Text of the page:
Is Screening for Atrial Fibrillation Cost Effective?
By Michael H. Crawford, MD
Professor of Medicine, Lucy Stern Chair in Cardiology, University of California, San Francisco
SYNOPSIS: Self-screening for atrial fibrillation in elderly individuals could lead to lower stroke rates, prevent bleeding-related hospitalizations, and save money.
SOURCE: Lyth J, Svennberg E, Bernfort L, et al. Cost-effectiveness of population screening for atrial fibrillation: The STROKESTOP study. Eur Heart J 2022; Nov 9: ehac547. doi: 10.1093/eurheartj/ehac547. [Online ahead of print].
During STROKESTOP, researchers randomized almost 28,000 individuals age 75 or 76 years in Sweden to an atrial fibrillation (AF) screening group and a control group. Investigators followed all patients for almost seven years. Among the 13,979 invited to screen for AF, 7,165 participated. The study showed the primary combined endpoint of ischemic or hemorrhagic stroke, systemic embolism, bleeding leading to hospitalization, and all-cause death, was significantly reduced in the screening group (P = 0.045).
The long-term follow-up of this randomized population provides new data for estimating the cost effectiveness of AF screening, which was a prespecified secondary endpoint. The screening participants received a hand-held ECG recorder and were instructed to perform 30-second recordings twice a day for two weeks. The AF endpoint was defined as one or more episodes lasting 30 seconds, or at least two episodes lasting 10 seconds to 29 seconds. The cost of clinical events was taken from the literature. The analysis was based on a Markov cohort model with a lifetime perspective. For every 1,000 individuals invited to screening, 77 gained life years, and 65 gained quality-adjusted life years (QALYs). Screening for AF in 1,000 individuals resulted in 10.6 fewer strokes (95% CI, -22 to 1.4) — 8.4 ischemic and 2.2 hemorrhagic — one more systemic embolism (95% CI, 1.9-4.1), and 2.9 fewer bleeding-related hospitalizations (95% CI, -18.2 to 13.1). The cost difference was €1.77 million lower in the screening invitation group. The result of 10,000 Monte Carlo simulations demonstrated screening for AF was cost effective for 99% and produced cost savings in 93% of simulations. The authors concluded screening an elderly population for AF is cost effective and efforts should be made to expand participation in such programs.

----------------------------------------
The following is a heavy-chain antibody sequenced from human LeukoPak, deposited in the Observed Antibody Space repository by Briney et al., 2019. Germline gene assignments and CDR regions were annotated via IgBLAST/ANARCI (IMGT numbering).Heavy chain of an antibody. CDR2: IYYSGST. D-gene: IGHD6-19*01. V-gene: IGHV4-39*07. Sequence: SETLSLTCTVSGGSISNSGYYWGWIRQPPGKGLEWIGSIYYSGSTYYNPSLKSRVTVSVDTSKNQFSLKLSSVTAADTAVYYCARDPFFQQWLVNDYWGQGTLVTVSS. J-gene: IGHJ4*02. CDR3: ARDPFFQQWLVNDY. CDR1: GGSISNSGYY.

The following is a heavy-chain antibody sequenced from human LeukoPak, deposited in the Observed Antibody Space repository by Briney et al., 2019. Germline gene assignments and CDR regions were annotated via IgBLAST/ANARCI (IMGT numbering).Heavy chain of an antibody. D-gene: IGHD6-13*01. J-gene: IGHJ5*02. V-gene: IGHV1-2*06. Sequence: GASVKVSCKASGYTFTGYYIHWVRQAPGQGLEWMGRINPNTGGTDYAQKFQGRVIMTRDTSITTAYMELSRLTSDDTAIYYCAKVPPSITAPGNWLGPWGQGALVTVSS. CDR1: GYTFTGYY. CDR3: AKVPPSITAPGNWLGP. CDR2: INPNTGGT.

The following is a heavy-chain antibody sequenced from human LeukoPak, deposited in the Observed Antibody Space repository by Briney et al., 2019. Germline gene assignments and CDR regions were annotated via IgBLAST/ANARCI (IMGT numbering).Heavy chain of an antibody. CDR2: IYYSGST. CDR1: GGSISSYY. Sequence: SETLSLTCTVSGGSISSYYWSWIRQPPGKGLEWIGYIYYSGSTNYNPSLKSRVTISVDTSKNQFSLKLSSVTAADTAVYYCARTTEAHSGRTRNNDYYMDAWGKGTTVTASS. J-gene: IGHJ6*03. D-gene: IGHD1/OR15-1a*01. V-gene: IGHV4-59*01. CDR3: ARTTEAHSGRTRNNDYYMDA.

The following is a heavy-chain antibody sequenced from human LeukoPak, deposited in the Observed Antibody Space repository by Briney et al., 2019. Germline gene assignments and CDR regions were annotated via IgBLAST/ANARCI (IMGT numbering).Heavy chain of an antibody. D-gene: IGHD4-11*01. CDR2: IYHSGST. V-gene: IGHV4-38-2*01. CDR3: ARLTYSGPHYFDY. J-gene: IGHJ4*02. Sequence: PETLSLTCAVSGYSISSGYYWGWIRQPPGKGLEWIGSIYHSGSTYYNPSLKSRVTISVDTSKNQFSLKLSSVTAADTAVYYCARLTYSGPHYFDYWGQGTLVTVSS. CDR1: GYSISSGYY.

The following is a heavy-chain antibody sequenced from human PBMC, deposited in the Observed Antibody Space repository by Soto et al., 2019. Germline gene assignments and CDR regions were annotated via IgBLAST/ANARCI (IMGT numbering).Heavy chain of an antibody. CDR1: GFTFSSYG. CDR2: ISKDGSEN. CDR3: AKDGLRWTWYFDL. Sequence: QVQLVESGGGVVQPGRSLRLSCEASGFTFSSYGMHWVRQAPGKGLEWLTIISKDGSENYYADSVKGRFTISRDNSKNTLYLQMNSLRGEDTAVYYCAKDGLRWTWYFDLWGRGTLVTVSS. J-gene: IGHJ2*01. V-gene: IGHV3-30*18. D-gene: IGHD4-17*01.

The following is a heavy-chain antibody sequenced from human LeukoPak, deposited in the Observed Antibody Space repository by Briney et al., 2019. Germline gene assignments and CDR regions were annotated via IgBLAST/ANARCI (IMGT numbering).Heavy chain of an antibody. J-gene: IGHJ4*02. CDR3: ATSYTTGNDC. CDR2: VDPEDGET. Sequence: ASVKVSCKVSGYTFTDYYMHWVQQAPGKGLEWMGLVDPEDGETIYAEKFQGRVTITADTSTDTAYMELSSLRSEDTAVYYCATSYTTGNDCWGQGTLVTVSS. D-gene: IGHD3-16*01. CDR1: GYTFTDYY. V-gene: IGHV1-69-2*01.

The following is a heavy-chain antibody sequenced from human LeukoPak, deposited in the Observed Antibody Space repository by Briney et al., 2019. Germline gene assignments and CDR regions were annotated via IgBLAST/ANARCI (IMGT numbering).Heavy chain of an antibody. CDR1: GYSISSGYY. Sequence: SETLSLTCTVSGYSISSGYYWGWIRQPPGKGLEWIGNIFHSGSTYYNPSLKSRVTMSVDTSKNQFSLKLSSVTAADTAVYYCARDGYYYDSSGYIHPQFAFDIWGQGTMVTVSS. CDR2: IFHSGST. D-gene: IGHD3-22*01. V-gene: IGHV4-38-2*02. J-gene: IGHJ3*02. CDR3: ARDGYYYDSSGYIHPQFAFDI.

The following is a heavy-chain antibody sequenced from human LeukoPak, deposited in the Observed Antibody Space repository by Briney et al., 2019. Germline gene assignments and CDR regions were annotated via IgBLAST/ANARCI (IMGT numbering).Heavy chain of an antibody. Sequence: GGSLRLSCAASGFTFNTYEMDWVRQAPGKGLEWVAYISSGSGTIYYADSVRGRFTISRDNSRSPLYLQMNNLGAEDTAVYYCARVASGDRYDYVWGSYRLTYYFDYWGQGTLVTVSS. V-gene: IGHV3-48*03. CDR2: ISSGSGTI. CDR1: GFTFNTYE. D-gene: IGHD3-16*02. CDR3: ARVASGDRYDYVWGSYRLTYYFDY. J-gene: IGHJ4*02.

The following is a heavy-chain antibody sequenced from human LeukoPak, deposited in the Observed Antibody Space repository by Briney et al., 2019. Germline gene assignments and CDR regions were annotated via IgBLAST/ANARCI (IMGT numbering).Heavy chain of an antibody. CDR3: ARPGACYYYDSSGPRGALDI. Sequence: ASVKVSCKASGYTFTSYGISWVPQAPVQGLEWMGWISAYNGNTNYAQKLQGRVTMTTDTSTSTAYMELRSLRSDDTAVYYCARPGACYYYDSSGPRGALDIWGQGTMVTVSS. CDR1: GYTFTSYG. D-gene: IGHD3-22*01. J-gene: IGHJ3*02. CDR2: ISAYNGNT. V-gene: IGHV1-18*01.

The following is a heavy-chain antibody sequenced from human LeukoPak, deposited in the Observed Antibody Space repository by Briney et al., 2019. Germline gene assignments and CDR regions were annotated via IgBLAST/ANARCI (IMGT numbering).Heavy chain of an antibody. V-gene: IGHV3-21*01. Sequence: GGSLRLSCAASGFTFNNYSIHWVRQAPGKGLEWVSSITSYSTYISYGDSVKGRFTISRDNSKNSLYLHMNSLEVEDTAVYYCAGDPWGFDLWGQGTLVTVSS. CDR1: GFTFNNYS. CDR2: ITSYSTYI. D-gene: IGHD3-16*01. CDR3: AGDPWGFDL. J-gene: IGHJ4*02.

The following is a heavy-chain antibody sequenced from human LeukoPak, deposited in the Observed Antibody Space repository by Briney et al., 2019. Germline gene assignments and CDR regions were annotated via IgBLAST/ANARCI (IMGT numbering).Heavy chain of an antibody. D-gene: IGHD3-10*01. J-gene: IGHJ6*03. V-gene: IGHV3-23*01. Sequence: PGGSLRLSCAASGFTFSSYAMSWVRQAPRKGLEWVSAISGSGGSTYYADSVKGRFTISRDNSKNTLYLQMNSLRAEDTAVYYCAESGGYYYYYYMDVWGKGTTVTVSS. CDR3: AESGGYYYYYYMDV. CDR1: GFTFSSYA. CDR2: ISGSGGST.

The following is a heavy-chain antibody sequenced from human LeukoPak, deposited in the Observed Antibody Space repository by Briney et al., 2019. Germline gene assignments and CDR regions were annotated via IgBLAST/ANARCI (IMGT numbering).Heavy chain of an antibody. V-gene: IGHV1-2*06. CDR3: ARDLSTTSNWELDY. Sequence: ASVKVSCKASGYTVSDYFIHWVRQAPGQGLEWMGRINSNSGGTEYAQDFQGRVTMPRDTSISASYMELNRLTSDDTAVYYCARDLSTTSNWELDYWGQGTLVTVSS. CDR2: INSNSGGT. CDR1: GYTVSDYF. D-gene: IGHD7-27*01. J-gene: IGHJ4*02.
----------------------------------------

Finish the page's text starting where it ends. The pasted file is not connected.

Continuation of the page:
The STROKESTOP study authors used actual follow-up outcome data from their huge cohort. In addition, STROKESTOP included patients age 75 or 76 years, which is the age at which the risk of stroke increases significantly. Because they used actual clinical data, the authors shed light on why screening for AF leads to cost savings after three years. STROKESTOP showed this screening technique was low cost, oral anticoagulants were inexpensive, and there were fewer strokes.
One issue with STROKESTOP is the screening participation rate was low (51%). Still, the STROKESTOP authors used all those invited to participate in screening, regardless of whether they did. The authors estimated that if the participation rate was 65%, they would have added 2.6 QALYs at a cost of only €0.06 million. At a participation rate of 80%, the authors reported they would add eight QALYs at a cost of €0.08 million. Thus, the authors suggested efforts at increasing participation in AF screening would be cost effective.
There were some weaknesses. The authors reported no functional data on patients, and disability would add costs. Also, STROKESTOP was statistically significant for the combined endpoint; the individual components were not. The estimated costs were from Sweden, so they may not be applicable in other parts of the world. In addition, screening participation was higher in rural areas than in urban ones, which was not factored into the data analysis.
Screening high-risk patients for AF likely is cost effective. However, how should clinicians conduct the screening? What is the right age to target? What should be the screening’s intensity? Clinicians will have to answer these questions based on their situations. It is unlikely there will be a one-size-fits-all solution. Also, whether AF screening will achieve the acceptance rate of cancer screening is difficult to predict, partly because people know a positive result means anticoagulation.
Self-screening for atrial fibrillation in elderly individuals could lead to lower stroke rates, prevent bleeding-related hospitalizations, and save money.
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